Demand for intelligence work has ballooned since 9/11, though government belt-tightening in recent years has had an effect. Washington has decided, rather than expanding intelligence services in a permanent sense, to farm out the increased workload to private contractors. This has advantages, as for any business seeking to outsource operations. When the need for the work reduces, it is easier to allow a contract to expire than it is to lay off excess federal employees or to keep them on, under-employed.
But there are drawbacks as well. Rather than paying solely for the service, the price also reflects the contractor's own costs – their HR, finance, management and marketing departments' wages, office costs, even redundancies. It is questionable if contracting saves anything at all. One doesn't have to look hard to find stories of wasted costs, foul-ups or even corruption in security contracting.
Just last week, USIS, the contractor responsible for performing background checks for security clearances – including Edward Snowden's – was accused of misleading the government as to the thoroughness of their investigations. Lawmakers have been told that thousands of background checks may have been improperly conducted. (The firm has made no comment, but issued a statement saying it was co-operating with an investigation.)
Private intelligence contractors look to hire employees who already have active clearances and intelligence experience – requirements not easily obtained elsewhere than an intelligence agency. The problem becomes circular. Farming out intelligence work to contractors creates its own demand. Agency employees leave for jobs with higher pay because the government itself has created a market for them, creating the very "brain drain" it seeks to stem. This is because bean-counters are worried about the effect on the budget – namely, of salary, benefits and pension obligations to employees. In the CIA's defence, these decisions are made in Washington, DC, not Langley, Virginia.
A second argument is that no harm is being done and these individuals have dedicated years to the country and are entitled to "feather their nests". However, the US military shares the same commitment to the country – yet service personnel get paid even less, and veterans are coming home to high unemployment rates.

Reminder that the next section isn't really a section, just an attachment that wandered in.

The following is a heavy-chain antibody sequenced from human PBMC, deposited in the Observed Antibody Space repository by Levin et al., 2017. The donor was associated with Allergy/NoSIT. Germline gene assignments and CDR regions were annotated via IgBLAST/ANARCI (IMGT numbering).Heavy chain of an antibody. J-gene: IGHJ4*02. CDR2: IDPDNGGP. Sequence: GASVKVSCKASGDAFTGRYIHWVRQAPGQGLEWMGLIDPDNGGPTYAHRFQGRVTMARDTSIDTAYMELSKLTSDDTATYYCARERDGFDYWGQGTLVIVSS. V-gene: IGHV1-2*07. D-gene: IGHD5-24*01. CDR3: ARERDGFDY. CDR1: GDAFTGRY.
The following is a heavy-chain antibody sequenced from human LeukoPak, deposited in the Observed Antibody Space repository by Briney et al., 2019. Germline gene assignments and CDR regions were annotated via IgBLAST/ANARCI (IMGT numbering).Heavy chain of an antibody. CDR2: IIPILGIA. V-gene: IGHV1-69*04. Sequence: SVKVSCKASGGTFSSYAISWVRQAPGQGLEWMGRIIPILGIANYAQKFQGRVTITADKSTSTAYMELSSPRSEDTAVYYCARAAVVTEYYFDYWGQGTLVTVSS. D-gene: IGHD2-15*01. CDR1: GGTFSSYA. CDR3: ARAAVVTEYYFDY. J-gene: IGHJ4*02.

While the job has its risks, most CIA employees still have desk jobs. The more academic nature of the job does not automatically entitle analysts to higher pay. There are also brainy folks at the Department of Interior or Forest Service who are overworked and underpaid. Many other less fortunate Americans would be happy to have such pay and benefits as CIA officers enjoy.
That our national security apparatus feels it must compete with the private sector to attract the best talent now means attracting the wrong kind of talent. Those who work in such a vital role should not do so for the salary, even if that is a great recruitment tool. One recruit who signs up for the right reasons is worth five who sign up for others. This should be familiar to US intelligence officers from the CIA's chief architect, Allen Dulles, who believed the most dependable sources are those not in it for pay.
The net effect on security is that it has become impossible for America to keep secrets. Security information is being handled by private companies poaching the intelligence community's talent and selling it back to the government, who paid to develop it in the first place. Government budget cuts and a failure to invest in intelligence infrastructure have created this problem.
National security challenges do not simply go away because we are having budget fights. If we are not willing to pay for this now, we'll pay for it later – in another, more sinister sense. Some things are worth paying for; our national security is one of them.
Friday, June 21, 2013
This article originally appeared on The Truman Doctrine on 20 June 2013.